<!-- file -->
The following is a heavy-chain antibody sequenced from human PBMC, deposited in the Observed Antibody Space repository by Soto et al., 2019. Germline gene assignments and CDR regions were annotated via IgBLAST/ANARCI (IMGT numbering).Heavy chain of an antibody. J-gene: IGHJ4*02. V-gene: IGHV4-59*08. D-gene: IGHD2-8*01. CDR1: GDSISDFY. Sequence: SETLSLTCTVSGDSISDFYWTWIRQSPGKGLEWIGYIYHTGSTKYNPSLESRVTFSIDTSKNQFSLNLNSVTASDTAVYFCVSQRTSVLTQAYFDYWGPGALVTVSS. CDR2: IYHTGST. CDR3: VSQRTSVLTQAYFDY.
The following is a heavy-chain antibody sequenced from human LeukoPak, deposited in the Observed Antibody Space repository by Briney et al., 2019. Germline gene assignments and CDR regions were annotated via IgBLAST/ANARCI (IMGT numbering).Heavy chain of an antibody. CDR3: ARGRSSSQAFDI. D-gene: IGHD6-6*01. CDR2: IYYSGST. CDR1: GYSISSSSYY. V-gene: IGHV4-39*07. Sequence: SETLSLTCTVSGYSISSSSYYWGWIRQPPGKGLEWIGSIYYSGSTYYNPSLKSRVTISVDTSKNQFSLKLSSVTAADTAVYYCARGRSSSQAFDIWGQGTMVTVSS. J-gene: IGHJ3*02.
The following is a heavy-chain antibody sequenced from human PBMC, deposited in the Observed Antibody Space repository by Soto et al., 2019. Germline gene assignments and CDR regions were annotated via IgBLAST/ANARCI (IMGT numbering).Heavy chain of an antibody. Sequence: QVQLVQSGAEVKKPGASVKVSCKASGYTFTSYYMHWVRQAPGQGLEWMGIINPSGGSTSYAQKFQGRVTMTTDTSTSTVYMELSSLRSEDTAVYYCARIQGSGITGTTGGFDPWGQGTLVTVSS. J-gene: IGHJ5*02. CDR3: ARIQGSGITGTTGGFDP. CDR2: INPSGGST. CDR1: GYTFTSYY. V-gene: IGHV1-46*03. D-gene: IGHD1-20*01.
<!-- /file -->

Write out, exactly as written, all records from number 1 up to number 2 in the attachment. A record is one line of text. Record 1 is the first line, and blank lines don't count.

The following is a heavy-chain antibody sequenced from human PBMC, deposited in the Observed Antibody Space repository by Soto et al., 2019. Germline gene assignments and CDR regions were annotated via IgBLAST/ANARCI (IMGT numbering).Heavy chain of an antibody. J-gene: IGHJ4*02. V-gene: IGHV4-59*08. D-gene: IGHD2-8*01. CDR1: GDSISDFY. Sequence: SETLSLTCTVSGDSISDFYWTWIRQSPGKGLEWIGYIYHTGSTKYNPSLESRVTFSIDTSKNQFSLNLNSVTASDTAVYFCVSQRTSVLTQAYFDYWGPGALVTVSS. CDR2: IYHTGST. CDR3: VSQRTSVLTQAYFDY.
The following is a heavy-chain antibody sequenced from human LeukoPak, deposited in the Observed Antibody Space repository by Briney et al., 2019. Germline gene assignments and CDR regions were annotated via IgBLAST/ANARCI (IMGT numbering).Heavy chain of an antibody. CDR3: ARGRSSSQAFDI. D-gene: IGHD6-6*01. CDR2: IYYSGST. CDR1: GYSISSSSYY. V-gene: IGHV4-39*07. Sequence: SETLSLTCTVSGYSISSSSYYWGWIRQPPGKGLEWIGSIYYSGSTYYNPSLKSRVTISVDTSKNQFSLKLSSVTAADTAVYYCARGRSSSQAFDIWGQGTMVTVSS. J-gene: IGHJ3*02.